Wednesday, 10 February 2010

A Crazy Heart, A Single Man and a Ridiculously Bright Star

I’ve seen the last three films I needed to before I began my year end awards. I’ve not written reviews for Away We Go or The Imaginarium of Dr. Parnassus – chances are I won’t, in fact the three films identified in the title won’t exactly be properly here, even though two of them deserve mellifluous words. Still, it would be remiss of me not to at least mention them even though they are quite different. Crazy Heart gives us the second coming of Jeff Bridges, or so I’ve heard. It’s the third significant time that an actor is going all musical on us. Jamie Foxx won his Oscar for it and Bridges will probably follow suit, but my favourite of the lot is the unsung Joaquin Phoenix for his real blooded Johnny Cash. It’s strange since Bridges’ has the chance here to create something new, his character is his creation after all. He’s fine, good even, but I wondered why I felt unmoved for so much of his journey since he has the most chance to move me, unlike Whishaw and Firth who must play vignettes.
The chemistry exists between Bridges and Gyllenhaal but they seem so comfortable I don’t even feel that they’re trying. Crazy Heart is passable; it doesn’t do anything exceptional, even though I felt it wanted to. In the end it just all felt a bit too artificial, this strikes me as ironic since of the three films it’s the one that tries to be the grungiest, from the costumes to the drawls and the script. Much has been said about the bauble like qualities of Ford’s A Single Man. It’s not perfect, that I will say, and I didn’t fall (completely) in love with it. Nonetheless, it’s a good film with a fine performance from Colin Firth. Still, A Single Man reaches its most poignant when Julianne Moore comes on screen. It’s one of the best performances of the best performances of the last year even though it’s easy to ignore it. It seems like standard Julianne, though it’s not. Her Charley’s wild abandonment with George is only sadder when we see the longing in her eyes that we need not question. She doesn’t get served up a plum role like so many women did last year. Her performance depends on her eyes as does Ben Whishaw’s John Keats. It’s an atypical male performance that unfortunately has gone unnoticed, but I’m not surprised. Audiences often fall into the trap of ignoring reactionary performances like this. But Whishaw's Keats is a revelation abd absolutely perfect. Cornish’s active Fanny Brawne is a thing of beauty, I can’t ignore her striking facial similarities to Nicole Kidman and her quiet line readings are so wonderful when juxtaposed with the moving amber in her eyes. This is her story, and not Keats and she gets the most emotional moment as she finds out Keats death. It is arguably the saddest moment of the last film year and Cornish shines, but she shines brightest when she blushes and smiles imperceptible with Whishaw.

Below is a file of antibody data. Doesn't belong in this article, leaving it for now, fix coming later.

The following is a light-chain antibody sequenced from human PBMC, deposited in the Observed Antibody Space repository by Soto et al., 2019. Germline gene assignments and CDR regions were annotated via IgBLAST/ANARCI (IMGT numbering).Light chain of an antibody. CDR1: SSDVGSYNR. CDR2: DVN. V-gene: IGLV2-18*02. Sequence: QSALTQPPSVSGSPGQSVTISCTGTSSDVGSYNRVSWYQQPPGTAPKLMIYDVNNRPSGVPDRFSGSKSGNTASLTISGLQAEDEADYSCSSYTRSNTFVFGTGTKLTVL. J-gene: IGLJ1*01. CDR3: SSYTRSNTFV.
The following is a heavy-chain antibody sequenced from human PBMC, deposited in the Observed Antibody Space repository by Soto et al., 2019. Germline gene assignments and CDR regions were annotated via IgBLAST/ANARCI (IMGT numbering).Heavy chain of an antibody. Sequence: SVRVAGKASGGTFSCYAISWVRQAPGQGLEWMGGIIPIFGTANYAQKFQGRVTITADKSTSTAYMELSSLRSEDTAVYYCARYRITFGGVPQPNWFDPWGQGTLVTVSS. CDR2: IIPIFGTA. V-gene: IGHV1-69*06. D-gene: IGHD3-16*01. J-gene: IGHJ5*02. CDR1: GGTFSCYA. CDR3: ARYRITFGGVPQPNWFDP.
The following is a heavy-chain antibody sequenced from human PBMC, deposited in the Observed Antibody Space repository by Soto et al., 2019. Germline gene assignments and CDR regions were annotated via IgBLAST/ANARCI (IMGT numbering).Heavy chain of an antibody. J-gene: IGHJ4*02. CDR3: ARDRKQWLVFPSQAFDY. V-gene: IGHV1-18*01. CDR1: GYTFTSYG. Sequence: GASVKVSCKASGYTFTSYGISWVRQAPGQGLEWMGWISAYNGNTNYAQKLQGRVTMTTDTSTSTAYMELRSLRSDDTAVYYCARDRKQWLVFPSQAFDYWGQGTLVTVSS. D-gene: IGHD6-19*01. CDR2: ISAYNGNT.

It’s interesting that of the three Crazy Heart is the one most remembered in this time of awards praise. But then, it has the most typical female role – the woman behind the man, confident but never assertive. She is not Moore’s nonconforming Charley or Cornish’s modern Fanny. Crazy Heart, forgive me, plays up to the usual thematic elements that some audiences find it so easy to revert to. No surprise that Maggie Gyllenhaal’s turn has gained laurels, it being one of her lesser performances.
It’s obvious that Campion’s piece is my favourite then Ford’s stylistic narrative and the Bridges’ star vehicle as my least favourite. Strangely, grading isn’t even that difficult because it’s easy as A, B, C, in that order.
PS. See my Best Supporting Actor lineup, a star of the brightest is represented.


joe burns said...

I didn't like A Bright Star and I wasn't really blown away by Crazy Heart. Haven't seen A Single Man though.

M. Carter @ the Movies said...

"A Single Man" is hitting the cheap theatre here on Friday -- can't wait!

As for "Crazy Heart": Loved Jeff Bridges, didn't love the movie. It was done reasonably well, but there wasn't anything outstanding or exceptional about it. Plus, the end was terrible compared to the one in the book -- far too neat and clean and happy-go-lucky.

On "Bright Star": Though I'm not a fan of period dramas, Jane Campion won me over with the gorgeous shots, and I'm still pissed that Abbie Cornish didn't get an Oscar nomination. She MADE this film.

Wild Celtic said...

I think, after seeing Bright Star, if something had happened to me, I would have died a happy woman. It's a movie after my own heart...